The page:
Almost a year to the day after his passing at the age of 81, the Eastmain-1 hydroelectric dam and generating station were renamed for former Quebec Premier Bernard Landry in a celebration that brought together leadership from the Cree Nation and Quebec on November 4. As well, the Eastmain-1 reservoir was renamed the Reservoir de la Paix des Braves.
According to Hydro-Québec spokesperson Francis Labbé, the decision to name the facilities after Landry and the historic deal he made in 2002 with then-Grand Chief Ted Moses was a suggestion from the Commission de toponymie du Québec. The commission is the provincial board that chooses names for facilities, roads, parks and other major landmarks. As it had been a year since Landry’s passing, the commission searched for a way to honour the man who served as Parti Québécois premier from 2001 until an election loss in 2003.
“With Ted Moses, Bernard Landry, as premier, took charge of these negotiations and ended up in a deal that is probably an example of what should be done when it comes to Aboriginal relations with the provincial government and even the federal government,” said Labbé.
According to Labbé, most of Hydo-Québec’s facilities have been named for various Quebec politicians who helped develop the projects.
As an example, he pointed to the Manic-5 generating station on the Manicouagan River which was named for Daniel Johnson. Johnson, who was instrumental in the development of the dam in the 1950s and 60s, died of a heart attack in his hotel room the night before he was to attend its opening ceremony.
No Hydro-Québec installation has been named after any Cree leader. But, said Labbé, “There is always an opening if someone else has a proposition to make. We are quite ready to listen to any proposition that would be interesting for both Hydro-Québec and the Cree.”
According to Grand Chief Abel Bosum, who spoke at the naming ceremony along with Ted Moses, the Cree have never suggested a hydro project be named for one of their leaders because Crees have a challenging history with hydro-electric development.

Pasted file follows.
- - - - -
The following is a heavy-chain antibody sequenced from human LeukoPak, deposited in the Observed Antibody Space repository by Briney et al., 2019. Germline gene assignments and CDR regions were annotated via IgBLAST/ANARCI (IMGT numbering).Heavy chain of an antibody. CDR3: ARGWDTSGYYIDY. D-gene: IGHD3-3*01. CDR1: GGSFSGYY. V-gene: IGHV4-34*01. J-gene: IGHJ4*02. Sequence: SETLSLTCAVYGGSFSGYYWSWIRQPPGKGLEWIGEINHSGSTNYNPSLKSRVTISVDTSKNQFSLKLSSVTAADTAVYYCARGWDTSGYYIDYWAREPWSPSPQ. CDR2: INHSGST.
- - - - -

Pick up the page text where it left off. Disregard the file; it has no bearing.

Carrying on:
“I am not sure that a Cree leader or their family would feel comfortable with us naming a hydro-electric infrastructure after a loved one. There are important infrastructures in our territory built for our communities that I believe are more appropriate (to name) for a Cree leader,” said Bosum.
The Grand Chief gave the example of naming the Chisasibi airport after Robert Kanatewat in 2016. This was fitting because Kanatewat – a signatory of the James Bay and Northern Quebec Agreement – was someone who connected communities by taking Cree perspectives to the south and welcoming guests to Eeyou Istchee.
Bosum said naming the hydro installations for Landry and the reservoir for the Paix des Braves is appropriate because the development was preceded with discussions between representatives of the Quebec government and the Cree Nation. Landry represented an “important paradigm shift with the establishment of a nation-to-nation relationship between the Cree and Quebec,” he noted.
As for naming infrastructure for Cree leadership, Bosum said there was a resolution passed several years ago that called for the James Bay Highway to be named after the late Grand Chief Billy Diamond.
“This is a project that we will be exploring with Quebec in the near future,” said Bosum.